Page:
In an article entitled “When Are We Crossing a Child’s Sexual Boundaries?” the authors suggest that certain adults (vaguely referred to as “professionals”) are competent to make sexual choices for all children, rather than allowing any other adults to make sexual choices for children, or (God forbid) allowing parents and children to make their own choices (1). But in reality the supposedly enlightened elite are denying children’s agency, as well as denying the competence of any parents or other adults who disagree with what the supposedly enlightened “professionals” claim. The topic is very complex, but in this post I will point out some of the fundamental problems when some adults arrogantly attempt to prescribe simplistic sexual “boundaries” for all children.
Claiming that child sexual abuse is “more prevalent” than was believed in the past, and that many more kinds of behavior should be labeled “abusive,” the authors say they hope to educate modern parents about what professionals have learned by “working with” victims of abuse. The authors state: “It is not the purpose of this paper to blame or accuse. Obviously, if we do not understand a child’s boundaries it is because our own parents did not model proper boundaries.” Then, without further explanation or justification, the authors list what they have divined are “proper boundaries” through their vague and mysterious “work” with victims of abuse.
“1) Touching the buttocks or future erogenous zones. Some parents touch and kiss their child’s buttocks. Most likely this happened to them as a child. They are confused about this boundary. The buttocks should never be touched. The area of the breast of young girls is a future erogenous zone and should not be touched.”
We are not informed as to why the authors specify the buttocks or breast area, or why this evidently important prescription is given first place on the list. Aside from the pretentious claims of probability (“most likely”), are there careful unbiased studies published in peer-reviewed journals demonstrating causation of harm, which are so widely known that there is no need to cite any references? Quite the contrary, the lack of references indicates the absence of valid evidence to support such claims.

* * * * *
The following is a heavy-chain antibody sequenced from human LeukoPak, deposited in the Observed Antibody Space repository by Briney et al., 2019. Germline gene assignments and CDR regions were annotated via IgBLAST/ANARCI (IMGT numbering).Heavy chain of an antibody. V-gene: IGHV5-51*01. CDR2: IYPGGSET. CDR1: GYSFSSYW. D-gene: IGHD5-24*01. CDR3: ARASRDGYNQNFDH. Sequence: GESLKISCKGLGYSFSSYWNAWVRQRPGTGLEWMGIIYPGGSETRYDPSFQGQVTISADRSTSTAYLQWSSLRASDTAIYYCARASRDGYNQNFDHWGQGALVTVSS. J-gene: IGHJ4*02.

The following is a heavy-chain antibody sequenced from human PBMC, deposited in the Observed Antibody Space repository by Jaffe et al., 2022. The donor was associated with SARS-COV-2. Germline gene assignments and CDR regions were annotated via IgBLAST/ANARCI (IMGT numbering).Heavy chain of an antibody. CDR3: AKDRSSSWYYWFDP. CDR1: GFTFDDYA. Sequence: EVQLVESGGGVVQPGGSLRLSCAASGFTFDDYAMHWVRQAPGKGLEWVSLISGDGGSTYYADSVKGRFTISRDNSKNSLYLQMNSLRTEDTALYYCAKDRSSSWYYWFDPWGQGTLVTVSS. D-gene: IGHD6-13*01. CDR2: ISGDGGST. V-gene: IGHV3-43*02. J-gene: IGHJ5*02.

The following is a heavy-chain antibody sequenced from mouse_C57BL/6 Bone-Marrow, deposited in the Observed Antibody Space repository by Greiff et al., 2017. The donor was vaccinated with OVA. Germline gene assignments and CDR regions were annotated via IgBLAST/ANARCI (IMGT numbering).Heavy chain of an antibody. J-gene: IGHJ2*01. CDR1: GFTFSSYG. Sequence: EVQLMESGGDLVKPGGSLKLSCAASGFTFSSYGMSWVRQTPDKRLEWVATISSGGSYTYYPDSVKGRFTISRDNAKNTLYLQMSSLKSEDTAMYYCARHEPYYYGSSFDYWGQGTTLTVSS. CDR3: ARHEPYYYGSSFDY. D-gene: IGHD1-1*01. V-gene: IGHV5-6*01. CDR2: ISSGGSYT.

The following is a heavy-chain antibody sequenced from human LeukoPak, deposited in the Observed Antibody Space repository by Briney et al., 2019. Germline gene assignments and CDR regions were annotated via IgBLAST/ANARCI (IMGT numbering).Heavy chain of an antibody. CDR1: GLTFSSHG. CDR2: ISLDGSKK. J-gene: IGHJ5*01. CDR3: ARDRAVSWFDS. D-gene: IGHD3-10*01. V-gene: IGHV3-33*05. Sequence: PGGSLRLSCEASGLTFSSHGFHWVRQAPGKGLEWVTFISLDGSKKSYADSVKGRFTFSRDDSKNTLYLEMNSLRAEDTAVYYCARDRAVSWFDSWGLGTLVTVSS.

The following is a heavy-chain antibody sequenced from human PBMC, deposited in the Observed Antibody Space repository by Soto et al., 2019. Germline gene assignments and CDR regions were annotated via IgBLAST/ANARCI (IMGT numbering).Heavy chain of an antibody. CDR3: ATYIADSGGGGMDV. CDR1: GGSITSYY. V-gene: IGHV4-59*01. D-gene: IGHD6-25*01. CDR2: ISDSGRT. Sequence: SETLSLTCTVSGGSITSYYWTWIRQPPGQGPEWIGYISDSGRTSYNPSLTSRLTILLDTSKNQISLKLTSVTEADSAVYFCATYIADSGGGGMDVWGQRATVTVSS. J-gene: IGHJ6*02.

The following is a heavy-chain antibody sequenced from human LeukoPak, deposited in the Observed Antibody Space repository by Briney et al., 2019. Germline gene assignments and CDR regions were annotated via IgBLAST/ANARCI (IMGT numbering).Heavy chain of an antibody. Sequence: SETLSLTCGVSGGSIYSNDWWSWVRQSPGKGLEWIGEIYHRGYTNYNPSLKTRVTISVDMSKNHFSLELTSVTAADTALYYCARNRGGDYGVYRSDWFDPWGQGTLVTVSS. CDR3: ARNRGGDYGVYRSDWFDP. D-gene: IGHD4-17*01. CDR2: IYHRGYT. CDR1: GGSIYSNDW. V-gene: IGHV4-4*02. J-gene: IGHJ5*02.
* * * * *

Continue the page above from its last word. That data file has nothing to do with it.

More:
In addition, the very concept of “erogenous zones” is suspect. Are not the lips, ears and other parts of the body “erogenous zones” that are not to be touched? Is there careful research published in which children whose buttocks and breast area were “touched” and suffered mental or physiological injury (controlling for the possible influence of other variables), compared to children whose ears or lips were “touched” and did not suffer mental or physiological fallout? The wise “professionals” see no need to address that inconvenient question, and instead move right on to the next prescription on the list.
“2) Putting medicine on a child’s genitals. It is not appropriate to put medicine on a child’s genitals. At about 2 years of age, the child is capable of applying medicine to his/her own genitals. The parent should put the medicine on the child’s finger and then ask the child to apply the medicine him/herself.”
Here I’m tempted to assume that the authors were joking. When I told two friends about it (a husband and wife team of pediatricians), they both laughed. There is no “medicine” that a two-year-old should be entrusted to apply to his own genitals. Antibiotic, anti-inflammatory or steroid creams are not intended for a two-year-old to apply to his or her own genitals. Do the authors consider sun-block a form of medicine?
The authors seem to be expressing their own confusion about the supposed importance of avoiding manual contact with a child’s genital area. A traditional treatment of pediatric phimosis (excessively tight foreskin in baby boys), is precisely for the parent(s) to exercise the foreskin of the child’s penis regularly (daily) by using the fingers to pull (stretch) the foreskin back so that the skin will grow new cells rather than become even tighter with age and necessitate eventual surgery (partial circumcision). These “professionals” seem unaware or strangely silent about the supposedly widespread “abuse” of countless baby boys traditionally prescribed by pediatricians for decades.
“3) Bathing a child and washing his or her genitals. Some parents continue to bathe their child well up into adolescence. The parent feels as if the child cannot clean himself/herself correctly or they feel that it is an act of love to give their child a bath. For opposite sex parent and child, between the age of 4 – 5, the parent should stop bathing their child. The child is perfectly capable of washing himself/herself. If the parent must wash the child’s hair, the child should wear underwear in the tub. By age 8, the child is fully capable of washing his/her own hair without the parent’s assistance. For same sex parent and child, between the age of 4 – 5, the parent should stop bathing their child. The child is perfectly capable of washing himself/herself. If the parent must wash the child’s hair, the child does not need to wear underwear in the tub. Again, by age 8, the child is fully capable of washing his/her own hair without the parent’s assistance.”